Monday, 19 August 2013

Electrolytic Etching–Plans and Musings–Part 1

Following on from the previous articles about Acid Etching. Now I am going to do some etching using electricity.

The principals are the same as with acid etching, however, with electrolytic etching, the atoms are separated with electrons, rather than chemicals.

You can use some pretty safe voltages and the mordant is reasonably safe (salty water) so there is far less risk to your person using this method that using toxic chemicals. Safety should still be observed, the process releases gasses. While the gasses that are released are fairly benign, you should still do this in a well ventilated space.

OK. So … the electricity source. My 12V battery charger is nowhere to be had, and I don’t want to buy another one. The solution? Make one.

I still have a large number of old mobile phone power adapters with a power output range of 5V through to 12V. I don’t need anything as powerful as 12V … so I am using an old power adapter (for something … I can’t remember what it was for … a charger for something that I don’t have anymore).

I want to be able to regulate the power, so I’m going to wire it up to a potentiometer. I also want to be able to switch it off … so a SPDT (single pole double throw) switch will do the trick. I have some parts from other electronic projects, so there isn’t much that I need to buy.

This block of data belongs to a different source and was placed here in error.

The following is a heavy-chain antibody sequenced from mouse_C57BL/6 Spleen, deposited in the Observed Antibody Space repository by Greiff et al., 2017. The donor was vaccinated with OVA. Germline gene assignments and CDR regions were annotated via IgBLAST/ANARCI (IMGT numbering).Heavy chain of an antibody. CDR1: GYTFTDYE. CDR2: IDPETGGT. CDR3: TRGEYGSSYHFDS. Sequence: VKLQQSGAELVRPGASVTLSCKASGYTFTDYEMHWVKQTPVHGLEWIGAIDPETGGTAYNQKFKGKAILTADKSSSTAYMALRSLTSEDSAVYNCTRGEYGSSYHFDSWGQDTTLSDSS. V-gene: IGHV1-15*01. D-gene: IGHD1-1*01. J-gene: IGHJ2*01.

The parts list for the power supply are as follows:

  • 6.8V AC Adapter;
  • SPDT toggle switch;
  • 330Ω Resistor;
  • 3mm 5mA Red LED;
  • 10kΩ linear potentiometer;
  • tuning knob;
  • PCB perf board;
  • 2 x banana plug sockets;
  • 2 x alligator clips attached to banana plugs;
  • red and black multi-strand wire;
  • 130 x 68 x 44 mm jiffy box

(the idea for this power supply came from NavaChingEtching, although I have modified the design so suit my purposes … I don’t plan to run the etcher from batteries).

I have some testing and soldering to do first, so I’ll post some pictures later when I get the device working.

As I have mentioned in other posts, I’ve had some success with electrolytic etching steel previously, but this time I want to etch brass so I’ll walk through the process in some detail so that others can benefit from my mistakes.

To recap on the process … design, print, transfer, remove paper from work piece, connect work piece to the positive (+) rail, connect a conductive piece to the negative (-) rail, immerse work piece and conductive piece in salty water, power up, bubbles and etching happen, power off, clean work piece, enjoy your success.

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